Sunday, July 19, 2009

Flying Enterprise

I just came across an account of the last days of the Flying Enterprise in 1952.

Apart from its own inherent drama, this was one of the greatest radio events of its day. At eight years of age, I followed the story every day on my granny's old Philips valve radio. The ship was in trouble, listing and about to sink. The few passengers had been evacuated. The captain refused to leave his ship. The Tug Turmoil secured a line and began to tow the crippled ship from the west Atlantic to Falmouth. Unfortunately the ship sank before reaching land and the gallant captain had to take to the sea.

This, and Ronnie Delany winning a gold medal at the the 1956 Melbourne Olympics, are my greatest memories of radio.

My own radio recollections and contemporary newspaper pictures of these events are etched in my mind as firmly as any modern TV coverage.

Hopefully, radio will always remain a great medium of communication. It has not been eclipsed by TV, Cinema or Internet, so far.

Radio enthusiasts are inclined to promote radio on the basis that "the pictures are better". In other words, the pictures you conjure up in your mind in response to sound radio are better than those brought to you by the visual media. I heard a new one the other day, when an advocate of radio praised the medium as it "taught you to listen". Now, this is a much needed attribute in today's crowded world of clips and soundbytes.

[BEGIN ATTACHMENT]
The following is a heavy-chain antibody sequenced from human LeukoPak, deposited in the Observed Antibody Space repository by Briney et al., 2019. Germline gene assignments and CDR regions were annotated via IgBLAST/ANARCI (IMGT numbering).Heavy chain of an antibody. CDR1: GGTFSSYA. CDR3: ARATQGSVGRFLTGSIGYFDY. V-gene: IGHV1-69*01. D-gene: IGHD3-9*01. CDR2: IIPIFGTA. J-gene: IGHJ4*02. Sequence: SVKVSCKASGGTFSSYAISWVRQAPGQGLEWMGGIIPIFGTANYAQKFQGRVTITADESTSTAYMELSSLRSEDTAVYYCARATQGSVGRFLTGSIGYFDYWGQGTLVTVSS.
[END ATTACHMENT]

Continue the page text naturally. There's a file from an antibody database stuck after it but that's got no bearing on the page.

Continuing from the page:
Four Pin said...

And environmentally friendly. We replaced the blown valves rather than throw out the whole radio set.

When will they ever learn. Modular my arse.

Steamradio said...


While your comment reminds me of a de Valera joke, I will desist, for now.


You are right, though. Radio is essentially a visual medium, and a lot cheaper to deliver than tv. But it is not easy, and it needs dedicated and intelligent people, who understand the medium, to put the message across.

Póló said...

Ronan Kelly has done a nice little shortie harking back 60 years - live radio footage guaranteed.

Póló said...

Ronan's programme has now been picked up by a Danish site which hightlights the Flying Enterprise.

The site's author has written a book on Captain Kurt Carlssen life story, including, of course, the saga of the Flying Enterprise.